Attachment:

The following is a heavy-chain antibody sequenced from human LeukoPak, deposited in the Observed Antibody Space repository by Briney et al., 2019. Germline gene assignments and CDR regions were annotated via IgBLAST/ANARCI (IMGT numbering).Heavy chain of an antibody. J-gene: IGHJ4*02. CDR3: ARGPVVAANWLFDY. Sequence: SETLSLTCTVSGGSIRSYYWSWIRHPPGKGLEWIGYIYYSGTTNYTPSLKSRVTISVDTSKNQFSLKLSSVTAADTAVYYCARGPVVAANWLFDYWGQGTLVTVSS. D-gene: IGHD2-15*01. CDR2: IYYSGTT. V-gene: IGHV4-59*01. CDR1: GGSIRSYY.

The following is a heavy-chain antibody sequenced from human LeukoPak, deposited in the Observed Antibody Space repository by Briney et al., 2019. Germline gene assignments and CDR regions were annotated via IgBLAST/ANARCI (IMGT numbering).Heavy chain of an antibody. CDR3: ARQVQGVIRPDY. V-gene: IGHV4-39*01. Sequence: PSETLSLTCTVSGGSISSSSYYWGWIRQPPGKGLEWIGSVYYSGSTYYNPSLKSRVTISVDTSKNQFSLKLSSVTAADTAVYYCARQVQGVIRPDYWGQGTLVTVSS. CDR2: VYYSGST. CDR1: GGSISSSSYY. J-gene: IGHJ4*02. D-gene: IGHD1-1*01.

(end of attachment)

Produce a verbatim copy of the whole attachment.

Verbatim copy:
The following is a heavy-chain antibody sequenced from human LeukoPak, deposited in the Observed Antibody Space repository by Briney et al., 2019. Germline gene assignments and CDR regions were annotated via IgBLAST/ANARCI (IMGT numbering).Heavy chain of an antibody. J-gene: IGHJ4*02. CDR3: ARGPVVAANWLFDY. Sequence: SETLSLTCTVSGGSIRSYYWSWIRHPPGKGLEWIGYIYYSGTTNYTPSLKSRVTISVDTSKNQFSLKLSSVTAADTAVYYCARGPVVAANWLFDYWGQGTLVTVSS. D-gene: IGHD2-15*01. CDR2: IYYSGTT. V-gene: IGHV4-59*01. CDR1: GGSIRSYY.

The following is a heavy-chain antibody sequenced from human LeukoPak, deposited in the Observed Antibody Space repository by Briney et al., 2019. Germline gene assignments and CDR regions were annotated via IgBLAST/ANARCI (IMGT numbering).Heavy chain of an antibody. CDR3: ARQVQGVIRPDY. V-gene: IGHV4-39*01. Sequence: PSETLSLTCTVSGGSISSSSYYWGWIRQPPGKGLEWIGSVYYSGSTYYNPSLKSRVTISVDTSKNQFSLKLSSVTAADTAVYYCARQVQGVIRPDYWGQGTLVTVSS. CDR2: VYYSGST. CDR1: GGSISSSSYY. J-gene: IGHJ4*02. D-gene: IGHD1-1*01.